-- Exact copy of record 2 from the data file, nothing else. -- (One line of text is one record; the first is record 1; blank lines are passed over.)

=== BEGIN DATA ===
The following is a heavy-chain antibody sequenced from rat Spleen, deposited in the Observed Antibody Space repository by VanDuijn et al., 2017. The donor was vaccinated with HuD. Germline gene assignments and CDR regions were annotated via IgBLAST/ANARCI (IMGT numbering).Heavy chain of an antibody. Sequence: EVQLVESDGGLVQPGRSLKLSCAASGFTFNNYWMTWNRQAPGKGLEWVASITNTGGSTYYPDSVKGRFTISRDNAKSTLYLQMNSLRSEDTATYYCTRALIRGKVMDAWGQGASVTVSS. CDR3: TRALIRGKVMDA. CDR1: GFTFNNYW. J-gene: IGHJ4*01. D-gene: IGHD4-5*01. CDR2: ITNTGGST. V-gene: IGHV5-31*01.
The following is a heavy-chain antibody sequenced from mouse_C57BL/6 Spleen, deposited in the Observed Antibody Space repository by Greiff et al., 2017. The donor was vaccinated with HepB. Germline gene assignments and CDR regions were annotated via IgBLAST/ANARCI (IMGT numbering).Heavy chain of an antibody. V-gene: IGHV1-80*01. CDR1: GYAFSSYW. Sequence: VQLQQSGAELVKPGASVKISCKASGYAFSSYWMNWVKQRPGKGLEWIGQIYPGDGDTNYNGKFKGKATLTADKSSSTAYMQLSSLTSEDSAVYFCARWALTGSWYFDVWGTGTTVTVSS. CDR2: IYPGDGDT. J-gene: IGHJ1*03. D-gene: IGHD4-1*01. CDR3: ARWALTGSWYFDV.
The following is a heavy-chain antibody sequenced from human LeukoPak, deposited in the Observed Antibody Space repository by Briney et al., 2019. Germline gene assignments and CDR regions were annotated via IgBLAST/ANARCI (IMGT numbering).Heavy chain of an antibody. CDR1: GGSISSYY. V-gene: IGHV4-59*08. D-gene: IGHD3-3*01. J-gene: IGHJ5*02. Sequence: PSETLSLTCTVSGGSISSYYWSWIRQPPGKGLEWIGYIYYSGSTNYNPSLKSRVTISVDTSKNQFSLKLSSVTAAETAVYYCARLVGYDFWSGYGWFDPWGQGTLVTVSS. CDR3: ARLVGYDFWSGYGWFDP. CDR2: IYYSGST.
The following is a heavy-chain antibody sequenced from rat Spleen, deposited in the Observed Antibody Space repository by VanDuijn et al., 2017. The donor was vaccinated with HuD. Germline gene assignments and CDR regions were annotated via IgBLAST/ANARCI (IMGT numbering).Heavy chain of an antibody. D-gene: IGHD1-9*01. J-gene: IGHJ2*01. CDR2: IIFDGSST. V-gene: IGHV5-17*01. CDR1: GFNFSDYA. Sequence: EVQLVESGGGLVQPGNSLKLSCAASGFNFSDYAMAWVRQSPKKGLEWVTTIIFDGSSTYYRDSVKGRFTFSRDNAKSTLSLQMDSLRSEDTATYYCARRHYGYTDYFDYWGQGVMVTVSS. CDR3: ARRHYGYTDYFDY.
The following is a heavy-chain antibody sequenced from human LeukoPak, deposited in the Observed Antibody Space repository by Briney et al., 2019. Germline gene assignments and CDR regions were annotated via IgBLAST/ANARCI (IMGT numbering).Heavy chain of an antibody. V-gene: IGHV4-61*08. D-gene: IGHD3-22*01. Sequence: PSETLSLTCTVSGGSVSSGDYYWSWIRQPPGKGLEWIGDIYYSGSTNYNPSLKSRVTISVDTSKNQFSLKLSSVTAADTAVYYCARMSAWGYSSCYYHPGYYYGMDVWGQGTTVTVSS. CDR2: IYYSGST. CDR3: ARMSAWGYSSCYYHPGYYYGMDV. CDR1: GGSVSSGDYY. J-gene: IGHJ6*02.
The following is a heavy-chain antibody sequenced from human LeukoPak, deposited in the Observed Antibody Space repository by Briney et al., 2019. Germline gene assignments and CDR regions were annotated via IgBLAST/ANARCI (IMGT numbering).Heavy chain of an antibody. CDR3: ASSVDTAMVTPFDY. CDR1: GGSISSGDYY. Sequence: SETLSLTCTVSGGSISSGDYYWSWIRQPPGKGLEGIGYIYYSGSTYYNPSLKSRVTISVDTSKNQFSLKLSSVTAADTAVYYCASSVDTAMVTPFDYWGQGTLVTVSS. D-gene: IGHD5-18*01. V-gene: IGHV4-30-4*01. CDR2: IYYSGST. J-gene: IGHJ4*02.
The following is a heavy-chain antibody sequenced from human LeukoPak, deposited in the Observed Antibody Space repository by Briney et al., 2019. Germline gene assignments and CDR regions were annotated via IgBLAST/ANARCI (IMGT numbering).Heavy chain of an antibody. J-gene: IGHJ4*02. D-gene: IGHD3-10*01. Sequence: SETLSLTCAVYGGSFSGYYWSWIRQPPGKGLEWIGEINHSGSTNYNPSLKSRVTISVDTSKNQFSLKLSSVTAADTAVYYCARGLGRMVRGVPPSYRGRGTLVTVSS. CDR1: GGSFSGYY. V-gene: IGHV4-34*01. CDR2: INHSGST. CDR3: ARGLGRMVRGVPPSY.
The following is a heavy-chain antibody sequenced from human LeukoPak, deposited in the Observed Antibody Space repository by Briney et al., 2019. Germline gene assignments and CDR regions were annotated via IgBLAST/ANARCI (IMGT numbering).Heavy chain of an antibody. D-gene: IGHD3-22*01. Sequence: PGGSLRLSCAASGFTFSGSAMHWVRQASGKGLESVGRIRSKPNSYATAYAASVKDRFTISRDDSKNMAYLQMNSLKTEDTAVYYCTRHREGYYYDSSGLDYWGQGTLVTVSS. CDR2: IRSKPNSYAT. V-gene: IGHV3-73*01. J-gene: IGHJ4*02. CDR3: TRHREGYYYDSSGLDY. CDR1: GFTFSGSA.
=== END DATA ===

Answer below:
The following is a heavy-chain antibody sequenced from mouse_C57BL/6 Spleen, deposited in the Observed Antibody Space repository by Greiff et al., 2017. The donor was vaccinated with HepB. Germline gene assignments and CDR regions were annotated via IgBLAST/ANARCI (IMGT numbering).Heavy chain of an antibody. V-gene: IGHV1-80*01. CDR1: GYAFSSYW. Sequence: VQLQQSGAELVKPGASVKISCKASGYAFSSYWMNWVKQRPGKGLEWIGQIYPGDGDTNYNGKFKGKATLTADKSSSTAYMQLSSLTSEDSAVYFCARWALTGSWYFDVWGTGTTVTVSS. CDR2: IYPGDGDT. J-gene: IGHJ1*03. D-gene: IGHD4-1*01. CDR3: ARWALTGSWYFDV.